The World Series of Poker is well-known as a place for those who love to gamble and that was never more evident than at the start of Event #7, the Pot Limit Omaha (with re-buys) tournament. Featuring a field of 145 of poker's top players, the Day One action moved at a rapid-fire pace.
Due to the re-buy structure and the big buy-in, the $5,000 tournament brought out a star-studded line-up of players that featured many of the game's biggest names. Joining the action were Mike Sexton, Steve Zolotow, Dan Shak, John D'Agostino, Daniel Negreanu, John Juanda, Scott Fischman, David Williams, Brad Berman, Roland de Wolfe, Thomas Wahlroos, Humberto Brenes, Minh Ly, Mike Wattel, Padraig Parkinson, Dewey Tomko, Mark Vos, Danny Alaei, Lee Watkinson, Ram Vaswani, Barry Greenstein, Hassan Habib, Darrell Dicken, Jen Harman, Jordan Morgan, Brian 'sbrugby' Townsend, Max Pescatori, Chip Reese, Erik Seidel, Chau Giang, Vanessa Rousso, and Sammy Farha.
Thanks to the sheer number of top players participating, the table lineups produced some of the toughest matchups in recent WSOP history. It seemed that everywhere players turned, they bumped into another star. One notable table hosted Vanessa Rousso, Sammy Farha, Chau Giang, Eric Seidel, Phil Hellmuth, and Gabe Thaler, while another featured Johnny Chan, Gus Hansen, Dewey Tomko, Mike Sexton, and Jesse Jones.
Play began at a frantic pace as players tried to catch the right cards and make moves early on. Known as a game of re-draws, this event gave fans plenty of big winning hands like Sam Farha's quad-queens win over Phil Hellmuth, and Andrew Black's quad-sixes victory over Daniel Negreanu.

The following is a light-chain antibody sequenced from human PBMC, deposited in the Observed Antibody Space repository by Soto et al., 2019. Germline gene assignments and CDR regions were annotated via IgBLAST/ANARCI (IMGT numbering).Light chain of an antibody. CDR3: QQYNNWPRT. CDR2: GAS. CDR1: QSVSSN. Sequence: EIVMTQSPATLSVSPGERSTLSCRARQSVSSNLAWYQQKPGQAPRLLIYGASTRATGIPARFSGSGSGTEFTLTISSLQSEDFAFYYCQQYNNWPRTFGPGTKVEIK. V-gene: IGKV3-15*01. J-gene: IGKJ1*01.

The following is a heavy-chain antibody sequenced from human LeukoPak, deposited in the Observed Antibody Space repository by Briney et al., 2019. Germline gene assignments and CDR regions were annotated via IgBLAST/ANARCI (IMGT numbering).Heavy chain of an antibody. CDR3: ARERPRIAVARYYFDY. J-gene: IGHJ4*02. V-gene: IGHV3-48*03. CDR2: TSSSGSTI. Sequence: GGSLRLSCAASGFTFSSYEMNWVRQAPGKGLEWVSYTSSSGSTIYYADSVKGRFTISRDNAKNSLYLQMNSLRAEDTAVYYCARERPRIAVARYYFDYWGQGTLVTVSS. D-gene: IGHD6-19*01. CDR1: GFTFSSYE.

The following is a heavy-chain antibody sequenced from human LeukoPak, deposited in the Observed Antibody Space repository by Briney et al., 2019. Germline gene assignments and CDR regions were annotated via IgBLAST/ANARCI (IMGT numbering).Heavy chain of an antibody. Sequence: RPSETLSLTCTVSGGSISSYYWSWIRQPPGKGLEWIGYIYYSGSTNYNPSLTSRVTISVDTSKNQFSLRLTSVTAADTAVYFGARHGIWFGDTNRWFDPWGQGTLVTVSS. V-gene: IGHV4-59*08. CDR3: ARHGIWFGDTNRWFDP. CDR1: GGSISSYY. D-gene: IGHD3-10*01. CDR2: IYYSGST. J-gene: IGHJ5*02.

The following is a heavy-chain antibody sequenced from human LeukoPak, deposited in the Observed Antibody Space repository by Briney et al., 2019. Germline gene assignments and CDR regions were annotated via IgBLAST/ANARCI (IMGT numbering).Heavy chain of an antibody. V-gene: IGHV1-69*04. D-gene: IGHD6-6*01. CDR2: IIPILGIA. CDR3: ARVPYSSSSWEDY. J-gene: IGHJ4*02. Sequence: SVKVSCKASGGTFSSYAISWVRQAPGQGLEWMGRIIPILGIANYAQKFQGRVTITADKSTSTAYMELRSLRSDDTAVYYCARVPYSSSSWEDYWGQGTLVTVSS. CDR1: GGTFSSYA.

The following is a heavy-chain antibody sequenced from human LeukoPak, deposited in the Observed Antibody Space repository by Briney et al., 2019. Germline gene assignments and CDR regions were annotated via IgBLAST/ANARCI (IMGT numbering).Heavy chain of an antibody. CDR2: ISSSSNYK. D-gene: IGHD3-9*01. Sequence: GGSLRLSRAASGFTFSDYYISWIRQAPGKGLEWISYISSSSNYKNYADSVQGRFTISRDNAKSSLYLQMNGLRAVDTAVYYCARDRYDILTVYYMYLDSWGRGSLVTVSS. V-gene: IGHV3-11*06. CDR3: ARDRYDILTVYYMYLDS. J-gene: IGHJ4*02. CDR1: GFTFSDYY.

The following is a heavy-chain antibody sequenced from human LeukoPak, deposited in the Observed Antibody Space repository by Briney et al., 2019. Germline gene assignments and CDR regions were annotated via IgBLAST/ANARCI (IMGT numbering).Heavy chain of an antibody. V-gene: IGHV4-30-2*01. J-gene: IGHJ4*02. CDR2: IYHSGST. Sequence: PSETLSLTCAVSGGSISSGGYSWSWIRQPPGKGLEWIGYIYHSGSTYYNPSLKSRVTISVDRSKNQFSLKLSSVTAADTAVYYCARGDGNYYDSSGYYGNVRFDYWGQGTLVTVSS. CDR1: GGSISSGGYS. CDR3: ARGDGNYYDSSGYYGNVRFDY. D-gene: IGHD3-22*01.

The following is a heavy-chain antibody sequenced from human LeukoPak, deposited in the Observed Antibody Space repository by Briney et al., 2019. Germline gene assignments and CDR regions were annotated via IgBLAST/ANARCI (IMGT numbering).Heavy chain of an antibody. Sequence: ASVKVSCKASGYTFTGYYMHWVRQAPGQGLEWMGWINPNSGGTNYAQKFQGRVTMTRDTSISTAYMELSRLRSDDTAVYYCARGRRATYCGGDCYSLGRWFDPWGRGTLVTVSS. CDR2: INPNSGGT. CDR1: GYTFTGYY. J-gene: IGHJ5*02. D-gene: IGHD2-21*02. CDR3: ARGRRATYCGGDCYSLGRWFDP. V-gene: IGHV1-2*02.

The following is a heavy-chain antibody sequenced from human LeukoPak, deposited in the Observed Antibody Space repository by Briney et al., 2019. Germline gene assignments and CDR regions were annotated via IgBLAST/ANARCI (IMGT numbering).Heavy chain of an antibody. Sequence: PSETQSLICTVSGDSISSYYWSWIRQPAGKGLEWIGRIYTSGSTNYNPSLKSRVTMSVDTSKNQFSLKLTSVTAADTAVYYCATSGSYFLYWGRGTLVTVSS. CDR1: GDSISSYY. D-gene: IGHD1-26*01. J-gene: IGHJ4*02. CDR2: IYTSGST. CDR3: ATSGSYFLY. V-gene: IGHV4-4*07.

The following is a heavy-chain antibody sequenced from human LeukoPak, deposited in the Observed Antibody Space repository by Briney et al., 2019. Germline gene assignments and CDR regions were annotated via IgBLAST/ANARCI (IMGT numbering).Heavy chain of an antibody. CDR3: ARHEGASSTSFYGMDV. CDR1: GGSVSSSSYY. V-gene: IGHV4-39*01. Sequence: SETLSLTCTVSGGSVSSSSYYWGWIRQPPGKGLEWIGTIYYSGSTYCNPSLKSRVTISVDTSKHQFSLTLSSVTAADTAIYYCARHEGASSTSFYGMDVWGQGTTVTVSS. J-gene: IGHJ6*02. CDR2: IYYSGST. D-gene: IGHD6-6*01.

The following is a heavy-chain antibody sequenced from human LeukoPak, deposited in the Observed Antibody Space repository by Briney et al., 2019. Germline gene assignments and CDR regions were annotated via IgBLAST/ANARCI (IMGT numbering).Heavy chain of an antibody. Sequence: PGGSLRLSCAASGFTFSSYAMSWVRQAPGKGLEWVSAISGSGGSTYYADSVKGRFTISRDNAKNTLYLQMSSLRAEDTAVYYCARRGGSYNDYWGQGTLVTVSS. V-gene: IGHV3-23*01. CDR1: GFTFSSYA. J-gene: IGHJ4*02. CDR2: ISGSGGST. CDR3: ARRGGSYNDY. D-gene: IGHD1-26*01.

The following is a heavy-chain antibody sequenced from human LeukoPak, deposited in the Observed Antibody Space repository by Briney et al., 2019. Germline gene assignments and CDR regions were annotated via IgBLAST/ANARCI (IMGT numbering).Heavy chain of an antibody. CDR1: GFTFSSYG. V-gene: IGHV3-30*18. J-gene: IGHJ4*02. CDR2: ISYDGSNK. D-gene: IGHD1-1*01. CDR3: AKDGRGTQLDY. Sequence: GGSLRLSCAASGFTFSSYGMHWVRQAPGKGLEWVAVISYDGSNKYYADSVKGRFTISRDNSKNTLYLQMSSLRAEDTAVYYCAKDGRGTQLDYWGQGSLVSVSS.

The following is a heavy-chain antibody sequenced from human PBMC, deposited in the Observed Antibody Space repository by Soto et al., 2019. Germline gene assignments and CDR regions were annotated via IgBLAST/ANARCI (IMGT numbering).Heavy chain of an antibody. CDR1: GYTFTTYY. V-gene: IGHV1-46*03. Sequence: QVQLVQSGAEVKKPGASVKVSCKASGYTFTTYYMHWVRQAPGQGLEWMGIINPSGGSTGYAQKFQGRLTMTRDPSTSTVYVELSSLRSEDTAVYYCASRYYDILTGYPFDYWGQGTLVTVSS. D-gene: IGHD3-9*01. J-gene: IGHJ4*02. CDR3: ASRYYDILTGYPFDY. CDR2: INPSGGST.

In a nod to the exiting action and monster prize pool generated by the 421 re-buys ($2,891,000), WSOP Tournament Director Jack Effel informed the players that the tournament would be pushed to a three-day event instead of the original two-day tourney as originally planned. With a bracelet on the line and an $825,956 first-place prize, players appeared happy with the decision to extend the play.
The tournament action moved quickly despite the announcement and didn't begin to slow until after the final add-ons were given. It was at this point that players began to tighten up and make more strategic decisions rather than gamble on random hands. Despite trying their best, even the game's mightiest players fell victim to the tough action of Day One, ending the bracelet hopes for the likes of Phil Ivey, Sammy Farha, Vanessa Russo, Daniel Negreanu, Layne Flack, and Phil Hellmuth.
Here's the top ten in chips at the end of Day One:
PLAYER — CHIPS
John Juanda — 310,000
Larry Jonsson — 288,000
Humberto 'The Shark' Brenes — 265,000
Andrew Black — 230,000
Bill Edler — 200,000
Sherkhan Farnood — 196,000
Burt Boutin — 190,000
Ben Grundy — 160,000
Kirk Morrison — 159,000
Danny Fuhs — 156,000
With a number of top players like Eric Seidel, Mike Sexton, and Johnny Chan left in the hunt, poker fans can expect plenty of fireworks on Day Two. Make sure to check in with Pokernews.com at 3pm PDT for all of the Event #7 Day Two live reports as the field makes the push for WSOP gold.